Kenai is counting down the final minutes to the official "launch ceremony" Friday for the Challenger Learning Center of Alaska.
Astronauts, officials, school children and others involved in the project will join the public in celebrating the completion of the state-of-the-art space science education building next to the Kenai Spur Highway. Sen. Ted Stevens will be the keynote speaker.
In addition to the dedication, the event includes fun activities for all ages on the theme of space exploration. The festivities will begin at 2 p.m. outside at the site next door to Kenai Central High School.
"The goal is to have a lot of things to look at," said Jill Lipka, a member of the center's board of directors who is working on planning the event.
Rockets, robots, hands-on science activities, music, refreshments and more will be included. People will be able to speak with astronauts and get their autographs. The curious will have a chance to check out the effects of low gravity in the whirling Orbitron ride.
The center's staff and volunteers have been having fun unpacking items the National Aeronautics and Space Administration sent for the occasion, she said.
NASA goodies include a detailed model of a space shuttle, a sample of the sleeping bags used in space and a complete small-sized space suit mock-up students can try on.
Rob Carrillo, one of the center's assistant flight directors, will lead a participatory science fair for students.
"He's like a mad science tinkerer for kids," Lipka said.
The Air Force Alaska Brass Quintet and singer Sgt. Gavin Rueb will provide live musical entertainment.
In addition, ham radio operators will have equipment on hand to speak to people around the world.
The dedication ceremony will begin at 2:30 p.m. at the same location. Children will be able to continue festival activities while adults listen to the speakers. Tents will provide insurance against inclement weather.
Stevens will speak, and the building that houses the center will be named the Ted and Catherine Stevens Center for Science and Technology in honor of the senator's role in securing the principal funding to realize the $4.2 million project. His wife also will attend.
Special guests will be Cheryl McNair and Jane Smith Wolcott, whose husbands were killed in the 1986 Challenger Space Shuttle explosion. Retired astronauts Joe Allen and Norm Thagard will attend, as will Bill Oefelein, an Alaskan who is training to be an astronaut on the space station.
Lipka praised Oefelein as a personable and talented man who goes out of his way to share his enthusiasm for space with young people.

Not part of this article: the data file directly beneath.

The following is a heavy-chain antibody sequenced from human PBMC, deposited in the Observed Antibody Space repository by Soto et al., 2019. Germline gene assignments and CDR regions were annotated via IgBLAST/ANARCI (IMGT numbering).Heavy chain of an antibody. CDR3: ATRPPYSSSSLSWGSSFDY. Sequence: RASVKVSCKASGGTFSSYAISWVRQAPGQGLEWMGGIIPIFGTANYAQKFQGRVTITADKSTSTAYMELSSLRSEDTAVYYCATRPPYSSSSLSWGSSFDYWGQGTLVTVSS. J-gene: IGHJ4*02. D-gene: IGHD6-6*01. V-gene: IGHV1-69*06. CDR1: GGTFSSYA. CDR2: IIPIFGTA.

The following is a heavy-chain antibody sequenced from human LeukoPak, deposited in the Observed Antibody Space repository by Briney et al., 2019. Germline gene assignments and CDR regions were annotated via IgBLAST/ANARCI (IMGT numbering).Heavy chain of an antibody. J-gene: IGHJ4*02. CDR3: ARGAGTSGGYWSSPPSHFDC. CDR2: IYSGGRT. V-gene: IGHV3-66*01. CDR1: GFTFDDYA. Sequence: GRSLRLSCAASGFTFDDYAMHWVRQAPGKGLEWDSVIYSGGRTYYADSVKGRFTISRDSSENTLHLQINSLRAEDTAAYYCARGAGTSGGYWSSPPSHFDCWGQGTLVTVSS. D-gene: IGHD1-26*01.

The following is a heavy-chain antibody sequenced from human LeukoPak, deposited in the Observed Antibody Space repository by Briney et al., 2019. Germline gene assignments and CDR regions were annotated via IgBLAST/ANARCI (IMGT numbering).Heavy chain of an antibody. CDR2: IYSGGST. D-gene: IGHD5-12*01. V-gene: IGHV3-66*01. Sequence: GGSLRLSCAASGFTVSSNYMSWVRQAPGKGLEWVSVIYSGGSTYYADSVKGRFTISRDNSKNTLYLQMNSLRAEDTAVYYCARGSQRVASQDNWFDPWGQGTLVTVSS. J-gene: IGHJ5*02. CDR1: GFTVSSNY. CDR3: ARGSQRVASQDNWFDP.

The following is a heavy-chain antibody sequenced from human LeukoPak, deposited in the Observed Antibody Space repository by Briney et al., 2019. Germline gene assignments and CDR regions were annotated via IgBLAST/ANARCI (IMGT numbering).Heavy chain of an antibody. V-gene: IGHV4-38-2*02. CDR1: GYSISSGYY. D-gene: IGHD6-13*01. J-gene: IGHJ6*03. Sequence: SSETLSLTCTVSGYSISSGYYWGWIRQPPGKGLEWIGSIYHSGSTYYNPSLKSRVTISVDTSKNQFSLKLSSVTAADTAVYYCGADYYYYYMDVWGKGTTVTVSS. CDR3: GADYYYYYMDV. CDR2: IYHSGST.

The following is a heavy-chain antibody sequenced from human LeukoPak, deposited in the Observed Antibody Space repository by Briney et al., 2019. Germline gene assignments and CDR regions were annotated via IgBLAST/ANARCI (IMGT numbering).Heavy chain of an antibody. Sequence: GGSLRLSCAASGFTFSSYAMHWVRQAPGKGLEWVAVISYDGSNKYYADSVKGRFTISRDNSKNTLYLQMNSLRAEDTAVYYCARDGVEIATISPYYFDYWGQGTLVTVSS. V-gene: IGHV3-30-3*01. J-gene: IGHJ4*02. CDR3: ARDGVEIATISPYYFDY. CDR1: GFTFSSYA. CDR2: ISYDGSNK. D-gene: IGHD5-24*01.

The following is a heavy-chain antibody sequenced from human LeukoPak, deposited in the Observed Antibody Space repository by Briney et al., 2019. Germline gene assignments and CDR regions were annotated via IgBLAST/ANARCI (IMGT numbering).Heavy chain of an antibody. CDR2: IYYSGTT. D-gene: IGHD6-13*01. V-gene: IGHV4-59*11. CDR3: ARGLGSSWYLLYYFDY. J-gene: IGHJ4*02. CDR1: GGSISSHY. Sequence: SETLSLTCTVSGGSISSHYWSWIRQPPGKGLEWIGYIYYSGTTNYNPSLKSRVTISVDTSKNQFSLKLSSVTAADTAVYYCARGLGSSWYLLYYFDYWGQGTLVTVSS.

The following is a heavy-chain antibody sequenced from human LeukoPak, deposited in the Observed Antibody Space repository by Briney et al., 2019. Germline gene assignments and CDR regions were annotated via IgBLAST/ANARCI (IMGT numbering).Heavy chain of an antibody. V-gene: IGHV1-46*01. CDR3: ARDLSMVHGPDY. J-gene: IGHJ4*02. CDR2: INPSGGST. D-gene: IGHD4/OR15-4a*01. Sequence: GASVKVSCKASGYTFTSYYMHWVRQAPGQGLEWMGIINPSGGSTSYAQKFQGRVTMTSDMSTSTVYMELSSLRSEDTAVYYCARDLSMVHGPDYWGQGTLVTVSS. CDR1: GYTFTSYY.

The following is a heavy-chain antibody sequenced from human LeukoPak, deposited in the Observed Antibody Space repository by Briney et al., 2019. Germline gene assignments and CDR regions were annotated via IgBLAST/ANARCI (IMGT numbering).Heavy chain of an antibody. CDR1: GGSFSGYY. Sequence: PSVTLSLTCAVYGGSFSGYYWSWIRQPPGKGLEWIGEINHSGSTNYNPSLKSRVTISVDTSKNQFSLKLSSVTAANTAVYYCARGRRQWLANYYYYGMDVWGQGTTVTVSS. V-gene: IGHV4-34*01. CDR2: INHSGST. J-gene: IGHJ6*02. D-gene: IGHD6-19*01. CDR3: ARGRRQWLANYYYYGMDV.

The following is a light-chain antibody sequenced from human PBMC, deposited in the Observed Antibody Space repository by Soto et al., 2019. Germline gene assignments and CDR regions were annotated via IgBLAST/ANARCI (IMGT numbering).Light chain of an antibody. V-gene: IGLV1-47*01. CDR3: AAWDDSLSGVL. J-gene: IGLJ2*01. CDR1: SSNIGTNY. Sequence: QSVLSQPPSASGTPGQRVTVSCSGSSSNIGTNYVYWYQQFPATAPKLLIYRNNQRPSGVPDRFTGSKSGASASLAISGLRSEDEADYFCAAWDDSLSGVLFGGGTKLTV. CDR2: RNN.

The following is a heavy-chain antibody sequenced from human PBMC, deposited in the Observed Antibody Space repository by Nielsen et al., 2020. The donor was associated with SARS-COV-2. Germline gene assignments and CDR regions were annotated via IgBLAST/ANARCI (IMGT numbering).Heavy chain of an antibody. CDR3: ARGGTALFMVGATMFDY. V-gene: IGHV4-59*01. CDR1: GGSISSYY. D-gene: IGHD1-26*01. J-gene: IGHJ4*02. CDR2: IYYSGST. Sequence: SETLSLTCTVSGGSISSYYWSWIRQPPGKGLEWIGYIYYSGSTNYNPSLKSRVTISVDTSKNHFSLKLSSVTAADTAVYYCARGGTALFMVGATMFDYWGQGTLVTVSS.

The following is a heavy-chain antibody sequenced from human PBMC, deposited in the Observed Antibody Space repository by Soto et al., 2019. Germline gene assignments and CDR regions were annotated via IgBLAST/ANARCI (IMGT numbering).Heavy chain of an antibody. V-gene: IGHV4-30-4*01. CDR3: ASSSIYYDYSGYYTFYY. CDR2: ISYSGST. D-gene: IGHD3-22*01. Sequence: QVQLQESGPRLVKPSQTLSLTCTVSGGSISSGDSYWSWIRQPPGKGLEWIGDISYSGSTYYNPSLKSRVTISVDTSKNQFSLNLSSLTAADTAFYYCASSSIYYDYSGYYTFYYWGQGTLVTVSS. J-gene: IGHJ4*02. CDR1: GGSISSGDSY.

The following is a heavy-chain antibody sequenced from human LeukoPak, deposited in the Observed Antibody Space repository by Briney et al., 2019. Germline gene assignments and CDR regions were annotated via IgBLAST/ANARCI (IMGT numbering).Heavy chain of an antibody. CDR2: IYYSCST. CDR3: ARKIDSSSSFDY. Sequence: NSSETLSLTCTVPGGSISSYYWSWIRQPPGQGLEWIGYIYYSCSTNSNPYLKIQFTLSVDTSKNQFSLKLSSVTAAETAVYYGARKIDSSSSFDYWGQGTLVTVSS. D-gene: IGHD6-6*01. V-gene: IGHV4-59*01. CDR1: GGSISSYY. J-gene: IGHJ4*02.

Other guests expected to attend the dedication ceremonies include Rep. Don Young; Lt. Gov. Fran Ulmer; Kenai Mayor John Williams; Walter J. Hickel, former governor of Alaska; Julie Kitka, president of the Alaska Federation of Natives; Mark Hamilton, president of the University of Alaska; Richard Campbell, president of BP Exploration; Carl Reed, general manager of AT&T Wireless Services; Donald G. James, from the NASA Ames Research Center; Vance Ablott, president of the Challenger Center for Space Science Education; and Carole Coleman, executive vice president of Wheeling Jesuit University.
Grace Corrigan, mother of teacher-astronaut Christa McAulif-fe, is visiting the Kenai Peninsula today to attend the center with Girl Scouts. She will be unable to attend the opening because of a previous scheduling conflict.
After Friday's ribbon cutting, people will be invited inside the building to tour the simulators and speak with students about their experiences with the center's education programs. The center began programs, called missions, in April.
The Challenger Learning Center of Alaska is part of a nationwide network of 39 Challenger Learning Centers founded to honor the memory of the astronauts killed in the 1986 shuttle disaster.
Lipka said the adults are as inspired as the children about the new high-tech education facility.
As an adult, she reflects back on the defining moments of her life, she said, and has spoken to others who recall when they caught the bug to pursue a lifelong vocation such as science.
"I hope this center will plant the seed for those defining moments for these children," she said.
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